A diplomatic scandal is brewing between Britain and China. After the Hong Kong separatism law came into force in China, Britain decided to claim the island’s rights. The point is the autonomy prescribed by law, which China has now, in fact, repealed.
On June 30, from 11 p.m. in the special administrative region of the People’s Republic of China of Hong Kong, the national security law came into force, which punishes separatist activities, undermines state power or conspires with foreign states to damage the sovereignty and national security of Hong Kong and, accordingly, China.
This is not the first Chinese law to try to limit the status quo of Hong Kong and its inhabitants. Like many previous ones, the new decree of the Chinese authorities raised a wave of protests and demonstrations in Hong Kong, since the adopted law, in the opinion of the demonstrators and the British side, violates the 1997 declaration of autonomy of Hong Kong.
Under the joint Sino-British Declaration and the Hong Kong Basic Law of 1997, the special administrative region was granted wide autonomy until 2047, which consolidated Hong Kong’s competence in controlling domestic law, the police, the monetary system, duties and migration policies.
This time, the British authorities entered the game quite aggressively, for over 150 years managing Hong Kong as colonialists or tenants. The fact is that the new law entailed many arrests.
Since the law came into force in just the first hour, 10 people were arrested, including a fifteen-year-old girl who had the imprudence to wave the flag of independent Hong Kong.
The next day, July 1, 400 protesters against the introduction of the new Hong Kong law were already detained. British Prime Minister Boris Johnson invited residents of Hong Kong of British descent and their families to obtain a student or work visa in the UK for a period of five years with the possibility of subsequent simplified obtaining of British citizenship.
The proposal, affecting almost 3 million Hong Kongs, which is about 40 percent of the population of Hong Kong, and an unprecedented step in all the time of the British-Hong Kong relations, immediately entailed an official protest from the Chinese Foreign Ministry and the Chinese Embassy in London, alleging violation on the part of Great Britain the basic norms of international law and its right to retaliation.
“China strongly condemns this and reserves the right to take appropriate measures. The British side will fully experience all the consequences. ”
Zhao Lijian, Foreign Ministry Spokesperson
“The UK has neither power, nor jurisdiction, nor any other right to“ control ”Hong Kong,” Zhao Lijian added.
According to Professor Steve Tsang, director of the Chinese Institute at the London School of Oriental and African Studies (SOAS), “Beijing must respond decisively, because otherwise Xi Jinping, the chairman of China, will look weak in the eyes of the Chinese, and this is absolutely ruled out.” In this regard, it is likely that China may prohibit the departure of the country to Hong Kong residents who have a British National (Overseas) passport. British Foreign Minister Dominic Raab said that if China wants to ban Hong Kongers from traveling to the UK, “we can do little to prevent this.” In addition, China, which does not allow dual citizenship for its citizens, may not recognize the British national passport issued by the United Kingdom and, accordingly, may not accept the renunciation of Chinese citizenship by Hong Kongers.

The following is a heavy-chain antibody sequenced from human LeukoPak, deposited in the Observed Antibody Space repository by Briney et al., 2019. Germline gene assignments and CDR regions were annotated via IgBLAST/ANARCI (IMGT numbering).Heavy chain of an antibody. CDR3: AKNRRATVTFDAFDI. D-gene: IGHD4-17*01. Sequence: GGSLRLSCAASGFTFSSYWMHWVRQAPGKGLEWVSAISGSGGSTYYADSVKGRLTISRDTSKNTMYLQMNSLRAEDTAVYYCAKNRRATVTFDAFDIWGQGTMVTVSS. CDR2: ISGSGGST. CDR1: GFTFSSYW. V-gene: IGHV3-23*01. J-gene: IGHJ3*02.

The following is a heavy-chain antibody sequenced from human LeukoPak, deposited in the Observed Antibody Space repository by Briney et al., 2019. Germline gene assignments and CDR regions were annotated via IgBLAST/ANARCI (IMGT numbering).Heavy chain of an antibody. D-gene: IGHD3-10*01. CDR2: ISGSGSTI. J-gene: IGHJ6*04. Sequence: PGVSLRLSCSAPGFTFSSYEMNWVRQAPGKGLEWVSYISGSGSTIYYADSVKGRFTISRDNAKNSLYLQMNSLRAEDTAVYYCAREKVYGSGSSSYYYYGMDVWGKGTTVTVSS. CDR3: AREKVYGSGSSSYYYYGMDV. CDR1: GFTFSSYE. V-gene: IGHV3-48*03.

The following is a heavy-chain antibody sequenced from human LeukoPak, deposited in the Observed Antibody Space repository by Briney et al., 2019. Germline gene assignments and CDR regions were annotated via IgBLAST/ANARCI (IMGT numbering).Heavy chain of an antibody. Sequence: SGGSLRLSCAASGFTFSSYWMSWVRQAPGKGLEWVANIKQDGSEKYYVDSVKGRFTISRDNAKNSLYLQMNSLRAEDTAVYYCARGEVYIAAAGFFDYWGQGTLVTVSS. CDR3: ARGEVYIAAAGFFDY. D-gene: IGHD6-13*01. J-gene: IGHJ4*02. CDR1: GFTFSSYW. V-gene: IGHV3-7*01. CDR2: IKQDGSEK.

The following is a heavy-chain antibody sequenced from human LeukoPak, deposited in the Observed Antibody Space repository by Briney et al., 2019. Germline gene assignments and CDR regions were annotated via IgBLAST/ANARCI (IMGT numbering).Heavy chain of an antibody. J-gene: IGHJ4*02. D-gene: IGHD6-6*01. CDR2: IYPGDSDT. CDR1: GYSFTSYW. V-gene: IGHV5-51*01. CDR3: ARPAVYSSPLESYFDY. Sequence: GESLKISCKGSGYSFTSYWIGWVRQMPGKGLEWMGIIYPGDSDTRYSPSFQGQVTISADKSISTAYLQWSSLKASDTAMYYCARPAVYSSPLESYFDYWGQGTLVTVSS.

In addition, the Chinese authorities can respond to the actions of the UK and not directly. Something similar happened when, in response to the arrest in Vancouver and the extradition to the United States of Huawei CFO Meng Wanzhou, China kept two Canadian citizens under arrest for a year. In general, Professor Tsang believes that the UK “should not underestimate the creative abilities of Chinese officials in inventing methods of retaliation,” including methods that the British authorities do not allow at all, and one should expect even the most unusual reaction from the Chinese authorities.
The UK is China’s main foreign investment destination, while for the United Kingdom, the Chinese export market is the third largest.
The aggravation of the situation between the two countries may negatively affect the economic component of both states.
Dominic Raab believes that China, which is rapidly gaining weight in the international arena, is unlikely to risk putting its national prestige at stake, especially if the UK takes advantage of its powerful diplomatic or other leverage.